Compare this to his interview on L’Argent, made in 1983, roughly a quarter of a century later. Here, Bresson is relaxed, basking in the glow of admiration his film has justifiably received, but also in the fact that the new critics of the period at the influential journal Cahiers du Cinéma have singled out Bresson as one of the few “old school” directors worthy of continued critical attention, along with Jean Renoir, Jean Cocteau, Jean-Pierre Melville and a few others.
Bresson here is at the top of his game, and he knows it; the questions are cold, hard, almost prosecutorial, but Bresson is more than up to the task of responding. He is beyond attacks now, consecrated by the New Wave as one of the few filmmakers that matter. The interviewers take his work seriously, and their roles as critics seriously, in sharp contrast to the “happy talk” interviews that predominate today, when someone comes on television to “plug” their latest film.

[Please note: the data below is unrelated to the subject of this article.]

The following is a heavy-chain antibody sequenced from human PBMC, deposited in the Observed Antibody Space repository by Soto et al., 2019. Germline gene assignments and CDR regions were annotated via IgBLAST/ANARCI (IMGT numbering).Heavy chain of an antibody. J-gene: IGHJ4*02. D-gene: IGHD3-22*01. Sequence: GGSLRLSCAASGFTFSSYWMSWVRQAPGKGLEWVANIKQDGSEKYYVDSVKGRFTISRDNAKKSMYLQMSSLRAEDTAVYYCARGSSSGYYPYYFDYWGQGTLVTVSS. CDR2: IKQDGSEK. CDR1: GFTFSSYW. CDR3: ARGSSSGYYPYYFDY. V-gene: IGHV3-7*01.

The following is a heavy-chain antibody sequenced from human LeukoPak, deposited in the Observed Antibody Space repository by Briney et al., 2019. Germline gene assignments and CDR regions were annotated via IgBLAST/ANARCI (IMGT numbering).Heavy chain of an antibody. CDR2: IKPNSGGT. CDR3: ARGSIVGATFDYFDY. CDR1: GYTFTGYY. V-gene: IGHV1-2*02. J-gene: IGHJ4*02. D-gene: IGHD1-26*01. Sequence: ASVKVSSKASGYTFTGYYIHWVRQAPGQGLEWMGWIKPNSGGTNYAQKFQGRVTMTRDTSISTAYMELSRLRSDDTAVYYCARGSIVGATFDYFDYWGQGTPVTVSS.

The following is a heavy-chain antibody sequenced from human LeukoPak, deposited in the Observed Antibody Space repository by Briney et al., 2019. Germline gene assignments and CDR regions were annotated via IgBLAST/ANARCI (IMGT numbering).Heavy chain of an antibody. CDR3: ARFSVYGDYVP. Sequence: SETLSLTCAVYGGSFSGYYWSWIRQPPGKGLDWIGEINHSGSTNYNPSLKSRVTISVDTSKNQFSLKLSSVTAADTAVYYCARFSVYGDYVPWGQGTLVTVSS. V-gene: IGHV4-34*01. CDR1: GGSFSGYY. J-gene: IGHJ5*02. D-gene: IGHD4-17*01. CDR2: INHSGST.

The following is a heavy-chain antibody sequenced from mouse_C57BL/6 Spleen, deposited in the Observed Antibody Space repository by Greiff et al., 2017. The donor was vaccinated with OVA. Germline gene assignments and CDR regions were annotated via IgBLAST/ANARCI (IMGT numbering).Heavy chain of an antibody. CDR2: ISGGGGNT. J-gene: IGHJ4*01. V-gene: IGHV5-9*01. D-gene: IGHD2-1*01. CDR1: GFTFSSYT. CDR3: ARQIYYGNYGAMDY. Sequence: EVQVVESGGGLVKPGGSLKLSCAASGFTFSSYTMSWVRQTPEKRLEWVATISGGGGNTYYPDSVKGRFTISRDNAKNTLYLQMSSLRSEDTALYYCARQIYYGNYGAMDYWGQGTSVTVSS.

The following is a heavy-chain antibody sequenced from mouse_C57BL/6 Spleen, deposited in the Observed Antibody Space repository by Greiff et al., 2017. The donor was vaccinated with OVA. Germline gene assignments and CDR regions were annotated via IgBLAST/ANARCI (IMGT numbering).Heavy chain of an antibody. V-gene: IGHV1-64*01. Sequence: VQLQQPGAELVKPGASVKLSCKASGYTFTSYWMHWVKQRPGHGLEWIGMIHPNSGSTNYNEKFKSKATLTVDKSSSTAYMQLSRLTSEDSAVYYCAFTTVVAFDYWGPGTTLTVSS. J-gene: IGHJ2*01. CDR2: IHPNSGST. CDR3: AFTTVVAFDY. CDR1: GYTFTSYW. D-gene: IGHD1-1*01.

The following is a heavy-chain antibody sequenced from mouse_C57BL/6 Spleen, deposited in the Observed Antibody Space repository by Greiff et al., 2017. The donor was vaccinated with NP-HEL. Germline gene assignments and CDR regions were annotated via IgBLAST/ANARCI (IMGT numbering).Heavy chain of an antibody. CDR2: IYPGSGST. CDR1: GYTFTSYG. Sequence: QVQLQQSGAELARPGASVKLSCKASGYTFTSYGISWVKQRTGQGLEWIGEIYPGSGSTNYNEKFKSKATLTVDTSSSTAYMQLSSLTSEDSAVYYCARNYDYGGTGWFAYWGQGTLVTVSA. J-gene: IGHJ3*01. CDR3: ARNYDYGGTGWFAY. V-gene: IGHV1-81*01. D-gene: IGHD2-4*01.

Bresson here has nothing to prove, and he knows that no one will contradict him; his reputation and his work speak for themselves, but more — the surrounding culture also respects his work, and he is entirely in tune with the cinema of his era. By 1983, cinema has changed so much that it’s mostly escapist genre fare, something that Bresson deplores; in 1984, François Truffaut, the leader of the Cahiers critics, and later a brilliant filmmaker in his own right, will die, and the world of cinema he championed will begin to expire with him.